Can Bail be Granted in a Federal Case?

By: Wallin & Klarich

One can only hope to never be charged with a federal crime. But if you are arrested, the first thing you should do is contact a Southern California Federal Criminal Lawyer because the Federal criminal justice system is convoluted and often stringent in regard to bail and release.

Pretrial release under the Federal Bail Reform Act gives four provisions for setting bail:
(1) release the defendant on personal recognizance or unsecured bond;
(2) release the defendant on conditions;
(3) temporarily detain the defendant to permit revocation of conditional release, deportation or exclusion; or (4) detain the defendant.

Factors the judicial officer shall take into account are • the nature and circumstances of the offense charged • the weight of the evidence • the characteristics of the defendant (community ties, criminal history, employment, family ties, financial resources, mental condition, etc.)
• the nature and seriousness of the danger to any person or the community that would be posed by the defendant’s release
Pretrial release on personal recognizance or an unsecured appearance bond will not be granted if the court determines that such release will not reasonably assure the defendant’s appearance in court or will endanger the safety of any other person or the community. Federal judges have been given broader discretion to detain a defendant if there is a concern for the safety of the community, which includes a foreign community and not just physical harm.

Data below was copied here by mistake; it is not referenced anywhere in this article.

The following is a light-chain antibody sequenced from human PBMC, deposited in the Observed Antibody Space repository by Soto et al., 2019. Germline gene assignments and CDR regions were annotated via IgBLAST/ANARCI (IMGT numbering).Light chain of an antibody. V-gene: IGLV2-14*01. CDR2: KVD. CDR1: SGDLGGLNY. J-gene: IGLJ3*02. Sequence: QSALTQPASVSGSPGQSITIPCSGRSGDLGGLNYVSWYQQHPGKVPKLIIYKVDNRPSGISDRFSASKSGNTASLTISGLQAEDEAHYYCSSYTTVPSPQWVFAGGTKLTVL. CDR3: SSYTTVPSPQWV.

To navigate through the Federal Court system successfully and have a better chance of being released from Federal custody, you must contact Wallin & Klarich to help you or your loved one. With over 30 years of experience as Federal Criminal Lawyers, Wallin & Klarich will assist you in this difficult time. Visit our website at or call us at 888-749-0034. We will be there when you call.

Posted In: Federal Crimes